IRS Cannot Enforce International Tax Forms? For Now, Maybe.

The U.S. Tax Court, in Farhy v. Commissioner, recently came down with a huge win for taxpayers facing penalties for not filing some international tax forms. In their decision, the Court determined that certain penalties assessed for failure to file informational returns were beyond the statutory authority of the IRS. As such, many taxpayers filing informational returns may be able to avoid costly penalties.

In Farhy, the taxpayer was the sole owner of two corporations in Belize from 2003 to 2010. During those years, the taxpayer failed to report his interests in the businesses on Form 5471 and faced a $50,000 penalty. Farhy, of course, appealed the penalty against him and argued that the IRS lacked the statutory authority to assess these types of penalties. The taxpayer’s argument was nuanced based on the manner in which the IRS sought to collect the penalty, contending that the IRS may only collect the penalty through a civil action, not a proposed levy.

The Tax Court agreed with Farhy and concluded that Congress did not authorize the IRS to levy these types of penalties. The result? The IRS now must sue the taxpayer and be granted judgment in federal court to collect the penalties owed by the taxpayer. Not an easy or efficient process for the IRS.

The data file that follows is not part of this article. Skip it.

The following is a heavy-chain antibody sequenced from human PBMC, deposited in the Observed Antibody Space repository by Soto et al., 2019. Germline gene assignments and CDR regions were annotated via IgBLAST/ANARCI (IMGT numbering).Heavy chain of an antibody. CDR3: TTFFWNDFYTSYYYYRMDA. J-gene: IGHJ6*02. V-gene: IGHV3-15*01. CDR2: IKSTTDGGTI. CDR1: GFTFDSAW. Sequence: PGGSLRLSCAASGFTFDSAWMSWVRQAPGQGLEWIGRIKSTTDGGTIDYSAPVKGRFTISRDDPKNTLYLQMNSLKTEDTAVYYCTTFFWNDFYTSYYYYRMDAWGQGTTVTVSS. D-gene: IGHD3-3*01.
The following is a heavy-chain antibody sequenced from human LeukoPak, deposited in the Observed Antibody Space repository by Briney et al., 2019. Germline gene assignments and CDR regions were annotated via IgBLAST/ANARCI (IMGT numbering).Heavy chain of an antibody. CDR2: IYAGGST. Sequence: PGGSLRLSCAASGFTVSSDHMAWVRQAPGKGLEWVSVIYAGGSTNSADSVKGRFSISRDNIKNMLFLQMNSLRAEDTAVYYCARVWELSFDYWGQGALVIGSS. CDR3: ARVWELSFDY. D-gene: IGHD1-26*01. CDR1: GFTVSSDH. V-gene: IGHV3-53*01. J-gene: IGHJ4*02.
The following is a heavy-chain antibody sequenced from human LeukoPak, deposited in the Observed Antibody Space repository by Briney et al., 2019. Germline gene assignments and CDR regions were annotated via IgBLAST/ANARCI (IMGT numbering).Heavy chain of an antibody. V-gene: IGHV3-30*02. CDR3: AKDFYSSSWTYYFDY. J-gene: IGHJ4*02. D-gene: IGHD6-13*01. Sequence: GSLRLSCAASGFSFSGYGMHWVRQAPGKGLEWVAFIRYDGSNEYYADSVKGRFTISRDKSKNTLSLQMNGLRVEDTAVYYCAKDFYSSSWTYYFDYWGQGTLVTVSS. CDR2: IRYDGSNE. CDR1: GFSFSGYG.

Farhy is a win for all taxpayers filing international informational returns, not just those filing Form 5471. If narrowly interpreted, taxpayers will no longer be subject to levy for penalties related to their willful late filing of Form 5471. If interpreted more broadly, similar penalties for other delinquent filing of informational returns, such as Form 5472, Form 926, and Form 8865 could also be subject to the same procedural requirements. Regardless, this ruling provides taxpayers with an additional level of protection when it comes to late filing penalties.

While this is a precedential Tax Court opinion, the case still has the potential for overturn on appeal, for Congress to adjust the wording of the law, or for the IRS to take civil actions. If so, taxpayers could remain eligible for levy due to their willful late informational return filings. Additionally, while this case removes the IRS’s ability to levy some taxpayers, those with Form 5471 reporting requirements are still obligated to file before the deadline. Taxpayers subject to Form 5471 filing requirements should therefore consult with a U.S. tax attorney to ensure compliance and argue for you in the case the government elects to file a lawsuit, and not just rely that they will not be penalized based on this decision.

Disclaimer: Hone Maxwell LLP articles and blogs are not intended as legal advice. Additional facts, facts specific to your situation or future developments may affect subjects contained herein. Seek the advice of an attorney before acting or relying upon any information herein.

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